|"Residence of L. Eckerson - Fawn River -Mich." |
Original photo in possession of the author
My great-grandfather, John Levi Eckerson, spent many years working his way from Michigan to Washington state, but there are few details of how or why he made the journey. In 1880, he is found described on the census as "boring wells," and living as a boarder. This was in Belvidere, Thayer County, Nebraska. This may not have been a random decision, because his great-uncle, Willard W. Morgan, had also moved there in 1871. In 1889, John L. Eckerson can next be found in the territorial census for Washington, living in Thurston County, single and working as a carpenter. An 1891 newspaper notice states that his leg was broken while loading heavy timber onto railroad cars in Centralia, Lewis County. He had evidently moved across the country living a rough and tumble existence.
At the ripe age of 44, John L. Eckerson married 20-year-old Estella Channell in Lewis County, Washington. A newspaper account of the event states that she was "quite a catch." Perhaps they didn't quite understand her attraction to him, either!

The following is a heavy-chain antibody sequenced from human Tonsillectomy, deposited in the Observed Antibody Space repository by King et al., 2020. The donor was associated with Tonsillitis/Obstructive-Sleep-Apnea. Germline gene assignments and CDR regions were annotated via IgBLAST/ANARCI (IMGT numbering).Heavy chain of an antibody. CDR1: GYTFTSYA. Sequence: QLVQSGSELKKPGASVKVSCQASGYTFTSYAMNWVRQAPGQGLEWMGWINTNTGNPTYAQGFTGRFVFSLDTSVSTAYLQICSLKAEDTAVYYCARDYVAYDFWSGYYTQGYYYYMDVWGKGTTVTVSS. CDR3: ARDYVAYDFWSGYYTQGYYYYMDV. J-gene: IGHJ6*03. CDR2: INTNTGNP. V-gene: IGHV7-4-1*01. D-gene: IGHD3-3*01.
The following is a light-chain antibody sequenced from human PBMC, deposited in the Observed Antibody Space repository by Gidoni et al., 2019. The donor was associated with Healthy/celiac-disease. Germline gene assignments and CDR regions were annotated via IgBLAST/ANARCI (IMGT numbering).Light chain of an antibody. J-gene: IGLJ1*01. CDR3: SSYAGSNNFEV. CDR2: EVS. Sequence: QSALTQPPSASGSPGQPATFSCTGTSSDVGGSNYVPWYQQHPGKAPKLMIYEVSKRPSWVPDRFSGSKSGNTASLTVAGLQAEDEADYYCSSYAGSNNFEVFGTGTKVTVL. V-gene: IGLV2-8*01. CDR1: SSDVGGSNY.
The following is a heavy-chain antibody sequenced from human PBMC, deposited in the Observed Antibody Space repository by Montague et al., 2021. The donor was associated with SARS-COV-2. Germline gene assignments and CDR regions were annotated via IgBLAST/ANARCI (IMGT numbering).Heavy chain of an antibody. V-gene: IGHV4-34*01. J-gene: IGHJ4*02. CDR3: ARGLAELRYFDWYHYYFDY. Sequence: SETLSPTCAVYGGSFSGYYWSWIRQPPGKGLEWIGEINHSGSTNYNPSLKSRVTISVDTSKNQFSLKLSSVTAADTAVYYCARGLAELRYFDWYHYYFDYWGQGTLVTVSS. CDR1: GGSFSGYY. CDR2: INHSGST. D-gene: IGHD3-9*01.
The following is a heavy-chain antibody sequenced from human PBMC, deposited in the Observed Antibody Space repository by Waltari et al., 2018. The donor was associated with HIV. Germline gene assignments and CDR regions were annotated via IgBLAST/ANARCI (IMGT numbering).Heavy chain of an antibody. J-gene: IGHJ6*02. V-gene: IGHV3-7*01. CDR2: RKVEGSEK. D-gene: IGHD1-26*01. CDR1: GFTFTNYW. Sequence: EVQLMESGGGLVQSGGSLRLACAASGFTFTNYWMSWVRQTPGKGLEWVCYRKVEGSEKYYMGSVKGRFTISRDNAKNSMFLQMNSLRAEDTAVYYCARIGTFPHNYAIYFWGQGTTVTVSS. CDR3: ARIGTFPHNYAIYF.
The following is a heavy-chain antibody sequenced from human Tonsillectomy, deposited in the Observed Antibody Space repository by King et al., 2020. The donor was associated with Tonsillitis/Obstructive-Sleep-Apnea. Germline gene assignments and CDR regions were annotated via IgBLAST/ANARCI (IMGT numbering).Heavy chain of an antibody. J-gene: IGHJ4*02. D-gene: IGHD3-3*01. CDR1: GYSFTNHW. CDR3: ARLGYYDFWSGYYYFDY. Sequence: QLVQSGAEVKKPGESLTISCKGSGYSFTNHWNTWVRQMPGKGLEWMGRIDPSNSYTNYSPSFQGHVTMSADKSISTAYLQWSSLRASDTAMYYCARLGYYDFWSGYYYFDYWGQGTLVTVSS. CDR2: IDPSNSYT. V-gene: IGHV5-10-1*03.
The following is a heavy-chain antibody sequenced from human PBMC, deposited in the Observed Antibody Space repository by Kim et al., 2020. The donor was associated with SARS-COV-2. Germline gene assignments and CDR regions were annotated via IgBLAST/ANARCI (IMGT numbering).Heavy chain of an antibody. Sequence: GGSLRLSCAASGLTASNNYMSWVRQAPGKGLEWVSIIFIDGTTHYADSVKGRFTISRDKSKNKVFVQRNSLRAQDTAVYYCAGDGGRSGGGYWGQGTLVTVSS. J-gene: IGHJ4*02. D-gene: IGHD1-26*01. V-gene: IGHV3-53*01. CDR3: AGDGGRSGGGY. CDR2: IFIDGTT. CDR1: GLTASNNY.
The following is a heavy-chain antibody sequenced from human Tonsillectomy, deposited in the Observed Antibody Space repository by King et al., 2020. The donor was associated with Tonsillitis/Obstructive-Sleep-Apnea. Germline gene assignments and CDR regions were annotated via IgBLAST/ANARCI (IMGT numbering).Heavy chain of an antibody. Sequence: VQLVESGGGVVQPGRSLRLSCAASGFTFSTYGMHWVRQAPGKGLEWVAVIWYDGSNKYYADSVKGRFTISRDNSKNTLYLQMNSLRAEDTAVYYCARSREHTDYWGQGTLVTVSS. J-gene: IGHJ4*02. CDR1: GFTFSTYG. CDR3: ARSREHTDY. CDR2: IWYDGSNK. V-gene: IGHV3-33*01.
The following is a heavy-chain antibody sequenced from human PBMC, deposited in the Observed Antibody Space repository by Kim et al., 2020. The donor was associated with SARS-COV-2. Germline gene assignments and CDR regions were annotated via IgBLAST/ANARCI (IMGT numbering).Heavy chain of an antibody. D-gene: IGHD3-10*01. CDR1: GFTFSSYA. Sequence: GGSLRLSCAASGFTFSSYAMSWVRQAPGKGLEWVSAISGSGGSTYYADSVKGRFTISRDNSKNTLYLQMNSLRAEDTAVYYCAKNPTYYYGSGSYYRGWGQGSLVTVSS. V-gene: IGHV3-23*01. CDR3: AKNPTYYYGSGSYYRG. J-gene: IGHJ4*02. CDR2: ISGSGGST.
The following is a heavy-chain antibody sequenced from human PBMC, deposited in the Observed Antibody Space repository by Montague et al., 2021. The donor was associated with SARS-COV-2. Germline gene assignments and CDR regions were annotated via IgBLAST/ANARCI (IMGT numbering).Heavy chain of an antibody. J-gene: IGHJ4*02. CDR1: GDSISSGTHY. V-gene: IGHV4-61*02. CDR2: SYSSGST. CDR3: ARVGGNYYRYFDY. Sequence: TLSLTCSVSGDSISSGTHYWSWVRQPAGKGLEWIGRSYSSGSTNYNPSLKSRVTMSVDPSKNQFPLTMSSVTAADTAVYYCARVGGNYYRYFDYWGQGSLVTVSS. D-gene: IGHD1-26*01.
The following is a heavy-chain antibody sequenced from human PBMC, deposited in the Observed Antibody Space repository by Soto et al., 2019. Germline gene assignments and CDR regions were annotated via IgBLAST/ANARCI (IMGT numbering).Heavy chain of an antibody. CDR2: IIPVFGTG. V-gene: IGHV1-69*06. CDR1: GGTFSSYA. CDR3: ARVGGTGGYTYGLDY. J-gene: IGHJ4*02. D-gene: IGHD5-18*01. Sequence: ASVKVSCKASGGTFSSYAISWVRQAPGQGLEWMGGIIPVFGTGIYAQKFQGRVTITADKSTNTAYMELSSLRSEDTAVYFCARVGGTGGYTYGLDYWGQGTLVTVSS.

There is evidence that most of John Eckerson's siblings eventually moved west as well: his older sister, Helen Butz, and his brothers Frank and Ernest are all found in Washington and Oregon.
When I began my journey in genealogy, I asked my grandfather, John and Stella's only child, Harold Eckerson, where his father had come from. The answer was always the same, "Hell's Half Acre!" This was his way of saying he had no clue. But if he'd bothered to look at the evidence, the answer might have been different.
One of the items that somehow found its way west, was this photograph of the home in Fawn River, St. Joseph County, Michigan, where John L. Eckerson had grown up. His parents were Lambert and Harriet Graves Eckerson, who had come to Michigan from Western New York. Thankfully, the photograph is clearly identified as being the residence of L. Eckerson.
There is a teenager standing in the center of the picture. Is this John, on the cusp of his westward adventures?